• WASHINGTON—Last night President Trump announced his Supreme Court justice nominee, Brett Kavanaugh. Kavanaugh is 53 years old and considered a conservative choice that will most likely win support from most Republican members of the Senate to replace Justice Anthony Kennedy who is retiring at the end of July.

  • ALBUQUERQUE—The proposed reorganization of the Bureau of Indian Affairs (BIA) and elimination of a Navajo region violate tribal sovereignty and the Treaty of 1868, President Russell Begaye said during a tribal consultation Monday in Albuquerque. More than 100 people representing about 20 tribal nations attended the four-hour consultation, which was the third of eight held at locations throughout Indian Country this summer.

  • WASHINGTON—On June 27, Navajo uranium workers affected by radiation exposure joined Navajo Nation Vice President Jonathan Nez who testified before the U.S. Senate Committee on the Judiciary. The committee held a hearing on examining the eligibility requirements for the Radiation Exposure Compensation Program to ensure all downwinders receive compensation.

  • WASHINGTON—President Russell Begaye will testify on the proposed fiscal 2019 budget before the House Interior and Environment Subcommittee on Thursday, May 10. The House panel will also receive testimony from American Indian and Alaska Native public witnesses regarding the budget for Indian programs beginning May 9. The deadline to submit written testimony is Friday, May 18, 2018.

  • WASHINGTON—President Russell Begaye is deeply concerned with recent statements made by the U.S. Department of Health and Human Services (HHS) that exempting American Indian and Alaskan Natives (AI/AN) from work requirements for Medicaid benefits could raise "civil rights issues." “Tribal nations are governments. We are political entities. We are not a race in the eyes of the federal government nor have we been throughout history,” President Begaye said. “Our citizens pay the price when laws and precedent are ignored or misinterpreted. This is especially concerning because it will limit sorely needed health care services for our people.”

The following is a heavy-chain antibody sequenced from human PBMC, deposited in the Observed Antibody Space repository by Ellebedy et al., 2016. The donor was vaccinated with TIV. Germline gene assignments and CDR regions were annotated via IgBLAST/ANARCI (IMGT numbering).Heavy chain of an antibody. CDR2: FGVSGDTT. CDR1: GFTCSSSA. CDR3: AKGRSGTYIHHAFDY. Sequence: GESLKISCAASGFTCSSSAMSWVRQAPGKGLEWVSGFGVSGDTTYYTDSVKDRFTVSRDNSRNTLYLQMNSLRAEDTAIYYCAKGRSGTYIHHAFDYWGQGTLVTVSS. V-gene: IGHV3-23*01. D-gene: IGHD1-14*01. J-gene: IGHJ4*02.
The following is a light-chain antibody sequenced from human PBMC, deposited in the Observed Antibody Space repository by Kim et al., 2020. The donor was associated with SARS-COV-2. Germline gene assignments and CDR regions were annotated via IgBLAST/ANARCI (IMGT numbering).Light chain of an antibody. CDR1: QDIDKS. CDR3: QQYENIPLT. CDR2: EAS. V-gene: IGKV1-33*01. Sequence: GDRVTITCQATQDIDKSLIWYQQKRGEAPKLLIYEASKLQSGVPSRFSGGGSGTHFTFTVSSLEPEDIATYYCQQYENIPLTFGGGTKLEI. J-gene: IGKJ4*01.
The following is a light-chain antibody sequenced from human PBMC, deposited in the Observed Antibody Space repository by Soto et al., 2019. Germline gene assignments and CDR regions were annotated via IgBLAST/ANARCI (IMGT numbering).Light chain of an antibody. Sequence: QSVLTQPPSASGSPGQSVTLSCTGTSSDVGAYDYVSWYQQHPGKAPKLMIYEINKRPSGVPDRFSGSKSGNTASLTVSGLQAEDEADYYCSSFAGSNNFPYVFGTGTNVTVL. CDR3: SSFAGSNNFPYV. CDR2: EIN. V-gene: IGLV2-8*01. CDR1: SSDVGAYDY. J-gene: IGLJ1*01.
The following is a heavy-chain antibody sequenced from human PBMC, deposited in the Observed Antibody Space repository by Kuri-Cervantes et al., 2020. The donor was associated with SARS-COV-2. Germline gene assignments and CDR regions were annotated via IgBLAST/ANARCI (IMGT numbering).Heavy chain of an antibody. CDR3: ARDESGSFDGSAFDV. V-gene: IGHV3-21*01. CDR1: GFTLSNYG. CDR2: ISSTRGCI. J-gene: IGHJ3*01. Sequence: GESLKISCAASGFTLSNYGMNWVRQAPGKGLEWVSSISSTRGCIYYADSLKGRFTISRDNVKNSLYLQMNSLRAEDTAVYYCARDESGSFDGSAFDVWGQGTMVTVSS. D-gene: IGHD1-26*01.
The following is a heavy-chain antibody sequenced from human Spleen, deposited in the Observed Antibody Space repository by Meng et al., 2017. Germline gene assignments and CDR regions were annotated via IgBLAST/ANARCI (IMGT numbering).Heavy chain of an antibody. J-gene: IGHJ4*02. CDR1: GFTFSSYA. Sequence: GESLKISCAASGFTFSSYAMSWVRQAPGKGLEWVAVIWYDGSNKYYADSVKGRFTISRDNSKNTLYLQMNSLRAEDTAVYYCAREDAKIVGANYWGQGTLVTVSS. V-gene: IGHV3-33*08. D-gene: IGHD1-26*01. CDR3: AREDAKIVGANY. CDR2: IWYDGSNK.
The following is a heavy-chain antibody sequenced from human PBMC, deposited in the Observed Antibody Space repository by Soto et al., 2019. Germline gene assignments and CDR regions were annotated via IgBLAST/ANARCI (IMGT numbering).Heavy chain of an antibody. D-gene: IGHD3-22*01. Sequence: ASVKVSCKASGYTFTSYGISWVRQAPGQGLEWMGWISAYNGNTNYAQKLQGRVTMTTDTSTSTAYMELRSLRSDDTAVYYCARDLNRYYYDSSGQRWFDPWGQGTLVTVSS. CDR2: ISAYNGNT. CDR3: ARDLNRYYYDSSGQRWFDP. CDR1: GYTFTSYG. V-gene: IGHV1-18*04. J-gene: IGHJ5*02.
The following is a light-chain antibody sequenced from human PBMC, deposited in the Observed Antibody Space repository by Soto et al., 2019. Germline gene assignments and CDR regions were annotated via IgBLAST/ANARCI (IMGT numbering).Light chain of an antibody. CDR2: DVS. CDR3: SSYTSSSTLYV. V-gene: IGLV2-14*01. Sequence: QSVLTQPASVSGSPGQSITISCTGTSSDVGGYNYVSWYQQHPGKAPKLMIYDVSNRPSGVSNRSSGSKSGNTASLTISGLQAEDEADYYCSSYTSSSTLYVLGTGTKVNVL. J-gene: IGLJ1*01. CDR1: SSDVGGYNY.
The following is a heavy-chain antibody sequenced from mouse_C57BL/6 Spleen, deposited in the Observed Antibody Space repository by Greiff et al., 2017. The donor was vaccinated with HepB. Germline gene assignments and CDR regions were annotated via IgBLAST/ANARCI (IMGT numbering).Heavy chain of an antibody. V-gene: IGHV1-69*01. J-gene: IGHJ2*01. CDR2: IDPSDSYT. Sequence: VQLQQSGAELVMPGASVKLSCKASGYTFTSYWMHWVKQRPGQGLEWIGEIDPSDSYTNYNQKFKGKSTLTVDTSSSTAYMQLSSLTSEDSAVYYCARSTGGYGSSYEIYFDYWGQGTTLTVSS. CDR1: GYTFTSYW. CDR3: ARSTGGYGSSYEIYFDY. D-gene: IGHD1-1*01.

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Welcome to the Navajo Nation Washington Office

Founded in 1984 and located on Capitol Hill, the Navajo Nation Washington Office serves as the Navajo Nation's advocate with Congress, the White House and federal agencies. The NNWO monitors and analyzes congressional legislation, disseminates congressional and federal agencies' information, develops strategies and decisions concerning national policies and budgets that affect the Navajo Nation.

About Us

 

Who We Are

Learn more about the Navajo Nation

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Who We Are

Enter Washington, DC from any direction, on any road, and you will experience its most striking qualities--national monuments, world- renowned museums, and most importantly, the center of the United States political power.

The Navajo Nation has a storied history with the United States government that has resulted in a government-to-government relationship between the two sovereigns. This relationship finds its foundation in our sacred Treaty of 1868. Navajo leaders since then have been meeting with Washington, DC officials as sovereigns. 

As a result of this government-to-government relationship the Navajo Nation has found it necessary to continue the Navajo Nation's presence in Washington, DC and thus officially opened the Navajo Nation Washington Office in 1984.